The 14 Best Films Centered Around Family (A Holiday List)
Whether we like it or not the holiday season is, in fact, upon us. Which inevitably means for better or worse, it is a time to spend with family. Being from a large family myself, some of my favorite films naturally trend toward subjects of family, both in the traditional and nontraditional sense. So, in the spirit of the season I’ve compiled a list of the 14 best films center around family. Feel free to discuss.
Spirit of The Beehive (Erice, 1973)
The push-pull relationship between the rivaling sisters juxtaposed with the delicate, and distant love of their father fills this film with a subtle sweetness and curiosity that is projected through the filtered lens of a child.
Wild Strawberries (Bergman, 1957)
Sweet distorted reminiscing or youth, beauty, and the forgotten love of family. Ingmar Bergman writes a sentimental poem through the past of a rigid old man on his way to redemption
Ordet (Dreyer, 1955)
Many families find a rock-steady resolve through god. Some might say through god, families learn to love and accept each other, but Dreyer suggests the opposite in Ordet. Through the acceptance of each other’s shortcomings and hardships, the family discovers their faith.
The Texas Chain Saw Massacre (Hooper, 1974)
…and some families find a rock-steady resolve through morbid, grotesque curiosities handed down from one generation to the next. One of the most disturbing moments of the film is seeing how righteous and together the family is during the dinner scene.
Paris, Texas (Wenders, 1984)
Travis, the main character, finds himself wandering aimlessly without the anchor that is his broken family. Through the slow recollections of his ugly habits and mistakes, he discovers the love of his wife and child is greater than his own selfish being.
A Wedding (Altman, 1978)
Anyone that comes from an abnormally large family can appreciate this film. It may not be Altman’s best, but his free-wheeling nature lends itself to the strange occurrences of bumbled family events.
Dead Ringers (Cronenberg, 1988)
Watching this film, one waits for the inevitable Cronenberg revel, when he pulls back the curtain to show us the two main characters are, in fact monsters, just as we suspected. We are to believe they are twisted geniuses sharpened by the outside world and its lack of understanding. But, instead we are shown the simple and deep everlasting love of two brothers, weakened and grounded.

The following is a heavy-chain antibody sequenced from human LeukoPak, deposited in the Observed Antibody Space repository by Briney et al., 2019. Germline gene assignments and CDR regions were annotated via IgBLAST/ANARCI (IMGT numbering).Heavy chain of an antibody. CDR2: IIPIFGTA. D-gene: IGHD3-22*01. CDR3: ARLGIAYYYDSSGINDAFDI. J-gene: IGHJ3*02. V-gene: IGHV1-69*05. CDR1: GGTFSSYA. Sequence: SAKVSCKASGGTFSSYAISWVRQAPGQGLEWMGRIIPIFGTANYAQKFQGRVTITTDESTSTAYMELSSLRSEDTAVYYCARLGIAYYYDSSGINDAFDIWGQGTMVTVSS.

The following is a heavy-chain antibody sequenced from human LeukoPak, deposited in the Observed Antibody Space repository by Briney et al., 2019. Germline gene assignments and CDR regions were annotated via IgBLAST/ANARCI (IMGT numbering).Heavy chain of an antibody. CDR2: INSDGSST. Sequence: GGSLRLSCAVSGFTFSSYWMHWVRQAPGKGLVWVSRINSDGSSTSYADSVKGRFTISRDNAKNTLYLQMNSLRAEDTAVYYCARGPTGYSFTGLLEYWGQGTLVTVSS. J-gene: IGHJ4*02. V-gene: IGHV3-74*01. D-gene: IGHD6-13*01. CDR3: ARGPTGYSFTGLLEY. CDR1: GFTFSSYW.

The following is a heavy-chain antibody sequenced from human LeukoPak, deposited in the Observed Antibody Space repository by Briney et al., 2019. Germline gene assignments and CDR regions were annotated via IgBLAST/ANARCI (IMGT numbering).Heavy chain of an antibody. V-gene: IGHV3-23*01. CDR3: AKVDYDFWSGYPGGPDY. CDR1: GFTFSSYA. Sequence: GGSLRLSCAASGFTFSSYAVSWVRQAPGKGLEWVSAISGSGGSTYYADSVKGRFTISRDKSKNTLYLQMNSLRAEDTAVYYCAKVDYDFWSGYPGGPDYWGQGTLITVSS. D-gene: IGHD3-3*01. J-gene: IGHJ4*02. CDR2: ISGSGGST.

Cries and Whispers (Bergman, 1972)
A portrait of a withered relationship between sisters held together by the dieing dreams of one who finds a warm paradise in the belief that her sisters could some day rediscover their willingness to love one another.
Christmas Vacation (Chechik, 1989)
What holiday themed list would be complete without this little gem of a comedy? Love it or hate it, there is a goofball charm among the slapstick of this film that brings to mind so much of what makes family gatherings great, and not so great.
Days of Heaven (Malick, 1978)
Terrence Malick’s eye for detail makes for a coldly romantic film about the pains and sorrows that fester within the lengths the characters take to ensure each other’s well being.
A Woman Under The Influence (Cassavetes, 1974)
There are few films as beautiful and intimate as this one. There is an astonishing love found within the numbing flaws and cavernous emotional scars of Mabel and Nick, and through two hours we watch them claw and scratch at this love until we are exhausted. And they merely shrug off the bruises and get ready for bed.
The Godfather (Coppola, 1972)
Maybe it is cliché to include this film, but few films demonstrate one’s blind loyalty to family as The Godfather. The strong characters would walk through fire burning themselves alive for their “family” while the weak would turn away and live for themselves.
The Royal Tenenbaums (Anderson, 2001)
Hidden in plain sight among Wes Anderson’s charming quirkiness and deadpan humor is the idea that all redemption is found within the love of family. Royal Tenenbaum is one of the most morally bankrupt characters in recent film history, yet, even he is granted a reprieve.
Fanny and Alexander (Bergman, 1982)
In my opinion no film ever captured the highs and lows, and overall breadth of the bond of family than Fanny and Alexander. Where this is found is in Bergman’s willingness to let many scenes stay open and free. There are points, particularly in the Christmas party scenes, where one gets the sense that he is following the direction of the characters as they jubilantly display the joy of being together, and just for a moment they can ignore the inherent doubts and complacencies of life.